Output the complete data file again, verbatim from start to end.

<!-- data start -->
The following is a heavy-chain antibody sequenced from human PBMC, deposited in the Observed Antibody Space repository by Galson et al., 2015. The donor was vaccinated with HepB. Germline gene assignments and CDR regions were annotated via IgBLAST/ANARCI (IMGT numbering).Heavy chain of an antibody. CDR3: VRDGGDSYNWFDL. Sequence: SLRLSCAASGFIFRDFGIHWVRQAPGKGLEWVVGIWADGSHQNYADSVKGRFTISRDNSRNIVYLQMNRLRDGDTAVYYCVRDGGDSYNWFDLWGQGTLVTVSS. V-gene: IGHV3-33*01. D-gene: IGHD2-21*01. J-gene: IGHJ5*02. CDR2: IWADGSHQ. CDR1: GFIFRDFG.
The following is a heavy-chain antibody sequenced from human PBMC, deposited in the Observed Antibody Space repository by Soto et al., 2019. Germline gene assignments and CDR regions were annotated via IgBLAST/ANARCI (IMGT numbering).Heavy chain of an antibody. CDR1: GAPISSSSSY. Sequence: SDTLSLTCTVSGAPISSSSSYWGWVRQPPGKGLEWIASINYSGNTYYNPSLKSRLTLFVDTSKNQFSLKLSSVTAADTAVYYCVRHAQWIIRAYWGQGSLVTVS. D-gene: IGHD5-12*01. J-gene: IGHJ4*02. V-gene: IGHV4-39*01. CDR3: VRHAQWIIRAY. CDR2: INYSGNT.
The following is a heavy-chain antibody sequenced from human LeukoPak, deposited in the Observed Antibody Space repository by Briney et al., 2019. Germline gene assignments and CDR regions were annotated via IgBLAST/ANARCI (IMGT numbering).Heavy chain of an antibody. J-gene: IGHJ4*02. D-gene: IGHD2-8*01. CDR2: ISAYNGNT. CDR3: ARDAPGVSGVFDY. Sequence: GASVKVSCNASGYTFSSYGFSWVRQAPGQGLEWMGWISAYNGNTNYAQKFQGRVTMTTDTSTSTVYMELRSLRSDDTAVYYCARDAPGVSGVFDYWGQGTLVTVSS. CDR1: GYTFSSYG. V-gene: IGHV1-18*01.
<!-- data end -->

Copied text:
The following is a heavy-chain antibody sequenced from human PBMC, deposited in the Observed Antibody Space repository by Galson et al., 2015. The donor was vaccinated with HepB. Germline gene assignments and CDR regions were annotated via IgBLAST/ANARCI (IMGT numbering).Heavy chain of an antibody. CDR3: VRDGGDSYNWFDL. Sequence: SLRLSCAASGFIFRDFGIHWVRQAPGKGLEWVVGIWADGSHQNYADSVKGRFTISRDNSRNIVYLQMNRLRDGDTAVYYCVRDGGDSYNWFDLWGQGTLVTVSS. V-gene: IGHV3-33*01. D-gene: IGHD2-21*01. J-gene: IGHJ5*02. CDR2: IWADGSHQ. CDR1: GFIFRDFG.
The following is a heavy-chain antibody sequenced from human PBMC, deposited in the Observed Antibody Space repository by Soto et al., 2019. Germline gene assignments and CDR regions were annotated via IgBLAST/ANARCI (IMGT numbering).Heavy chain of an antibody. CDR1: GAPISSSSSY. Sequence: SDTLSLTCTVSGAPISSSSSYWGWVRQPPGKGLEWIASINYSGNTYYNPSLKSRLTLFVDTSKNQFSLKLSSVTAADTAVYYCVRHAQWIIRAYWGQGSLVTVS. D-gene: IGHD5-12*01. J-gene: IGHJ4*02. V-gene: IGHV4-39*01. CDR3: VRHAQWIIRAY. CDR2: INYSGNT.
The following is a heavy-chain antibody sequenced from human LeukoPak, deposited in the Observed Antibody Space repository by Briney et al., 2019. Germline gene assignments and CDR regions were annotated via IgBLAST/ANARCI (IMGT numbering).Heavy chain of an antibody. J-gene: IGHJ4*02. D-gene: IGHD2-8*01. CDR2: ISAYNGNT. CDR3: ARDAPGVSGVFDY. Sequence: GASVKVSCNASGYTFSSYGFSWVRQAPGQGLEWMGWISAYNGNTNYAQKFQGRVTMTTDTSTSTVYMELRSLRSDDTAVYYCARDAPGVSGVFDYWGQGTLVTVSS. CDR1: GYTFSSYG. V-gene: IGHV1-18*01.